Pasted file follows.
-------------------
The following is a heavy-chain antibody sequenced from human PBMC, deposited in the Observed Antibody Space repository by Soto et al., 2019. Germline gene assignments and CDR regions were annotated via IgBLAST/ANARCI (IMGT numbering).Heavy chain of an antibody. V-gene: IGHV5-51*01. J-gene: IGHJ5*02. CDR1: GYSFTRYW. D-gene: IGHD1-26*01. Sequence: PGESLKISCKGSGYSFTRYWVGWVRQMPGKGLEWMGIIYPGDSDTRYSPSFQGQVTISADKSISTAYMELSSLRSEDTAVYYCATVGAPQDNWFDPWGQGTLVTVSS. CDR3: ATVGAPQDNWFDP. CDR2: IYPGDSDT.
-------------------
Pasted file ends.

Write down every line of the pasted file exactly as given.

The following is a heavy-chain antibody sequenced from human PBMC, deposited in the Observed Antibody Space repository by Soto et al., 2019. Germline gene assignments and CDR regions were annotated via IgBLAST/ANARCI (IMGT numbering).Heavy chain of an antibody. V-gene: IGHV5-51*01. J-gene: IGHJ5*02. CDR1: GYSFTRYW. D-gene: IGHD1-26*01. Sequence: PGESLKISCKGSGYSFTRYWVGWVRQMPGKGLEWMGIIYPGDSDTRYSPSFQGQVTISADKSISTAYMELSSLRSEDTAVYYCATVGAPQDNWFDPWGQGTLVTVSS. CDR3: ATVGAPQDNWFDP. CDR2: IYPGDSDT.